Spring 2003 (11.1)
the Kish Church Reconstruction Project
Left: The archaeological team who did excavation
work on the Kish Church, near Shaki, in summer 2000.
Azerbaijan has numerous
old church buildings that date back to the period when Christianity
existed in the region. One such church is located in the village
of Kish, near Shaki, in the foothills of the Caucasus Mountains,
about five hours northwest from Baku. Once the Kish Church Museum
opens in late September 2003, tourists visiting Azerbaijan should
consider putting the village of Kish on their "must-see"
list for any visit to Shaki and the western part of Azerbaijan.
Radiocarbon analysis has been made of various objects on the
site: the cultic site found beneath the altar of the church dates
to about 3000 B.C., while the Church construction itself dates
to about the 12th century (990-1160 A.D.).
The idea for the Kish Project was conceived by Bjørn Wegge
of Norwegian Humanitarian Enterprise. In the mid-1990s, he frequently
visited Azerbaijan to assess the refugee situation and offer
humanitarian assistance to victims of the Armenian-Azerbaijani
war over the territory of Nagorno-Karabakh. The idea was to restore
the neglected and abandoned Kish Church and turn it into a museum
dedicated to the early church history of Caucasus Albania. Before
reconstruction of the building could begin, archaeologists were
consulted to establish the date of the church and determine if
there had been any earlier stages of construction or use, as
is often true of religious sites.
The Kish Project began in 2000 and is scheduled to be completed
by late 2003. Funding for the project was provided by the Norwegian
Foreign Ministry. Reconstruction has been a joint project between
Baku State University for Architecture and Construction and the
Norwegian Humanitarian Enterprise. The project is being carried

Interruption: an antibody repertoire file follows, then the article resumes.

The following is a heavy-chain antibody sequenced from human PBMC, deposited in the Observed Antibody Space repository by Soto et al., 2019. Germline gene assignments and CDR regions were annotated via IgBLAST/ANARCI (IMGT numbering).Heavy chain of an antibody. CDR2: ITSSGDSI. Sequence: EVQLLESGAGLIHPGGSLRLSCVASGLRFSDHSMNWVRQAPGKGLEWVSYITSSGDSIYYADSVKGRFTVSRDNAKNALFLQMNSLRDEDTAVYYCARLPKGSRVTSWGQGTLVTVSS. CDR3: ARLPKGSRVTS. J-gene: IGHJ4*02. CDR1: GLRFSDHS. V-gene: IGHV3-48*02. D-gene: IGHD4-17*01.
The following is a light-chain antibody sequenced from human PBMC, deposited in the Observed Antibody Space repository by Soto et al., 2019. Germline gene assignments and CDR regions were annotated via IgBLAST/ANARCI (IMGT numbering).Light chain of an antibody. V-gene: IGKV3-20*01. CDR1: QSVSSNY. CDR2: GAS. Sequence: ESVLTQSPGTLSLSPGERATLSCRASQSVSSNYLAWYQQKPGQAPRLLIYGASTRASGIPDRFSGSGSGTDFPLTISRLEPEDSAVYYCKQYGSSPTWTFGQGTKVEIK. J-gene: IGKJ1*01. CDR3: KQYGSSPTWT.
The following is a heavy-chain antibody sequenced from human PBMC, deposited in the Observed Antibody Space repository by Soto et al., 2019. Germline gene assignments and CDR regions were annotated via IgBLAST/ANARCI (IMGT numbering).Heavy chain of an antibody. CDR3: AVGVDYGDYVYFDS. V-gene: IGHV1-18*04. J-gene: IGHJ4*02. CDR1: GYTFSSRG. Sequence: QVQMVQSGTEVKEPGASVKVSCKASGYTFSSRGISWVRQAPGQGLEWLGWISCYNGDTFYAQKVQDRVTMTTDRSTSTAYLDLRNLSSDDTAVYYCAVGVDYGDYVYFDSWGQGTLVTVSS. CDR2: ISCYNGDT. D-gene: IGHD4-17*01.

out under the direction of Dr. Gulchohra Mammadova, Rector of
the University for Architecture and Construction, who is also
a Member of Parliament.
Dr. Vilayat Karimov of Baku's Institute of Archaeology and Ethnography
served as the Director of Excavations. Archaeologists included
Aliya Garahmadova of the same institute and Suseela C. Y. Storfjell
of the University of Sheffield, England. The Archaeological Advisor
for the project was J. Bjørnar Storfjell, who hails from
Tromsø, Norway and currently directs the Thor Heyerdahl
Research Centre in Aylesbury, England. The staff of archaeologists
was assisted by a group of workers led by local archaeologist
The date for the opening ceremony of the Kish Church historic
monument is planned for the weekend of September 26-28, 2003.
For more information about the event, contact Tore Seierstad,
Country Director of Norwegian Humanitarian Enterprise in Baku.
Tel: (994-12) 93-62-19 or firstname.lastname@example.org
or the Norwegian Embassy in Baku at Tel: (994-12) 97-43-25 or
For an earlier description of
the project, see J. Bjørnar Storfjell's article, "The
Kish Church-Digging Up History: Norwegians Help Restore Ancient
Church" in AI 8.4 (Winter 2000). Search at AZER.com.
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AI 11.1 (Spring 2003)
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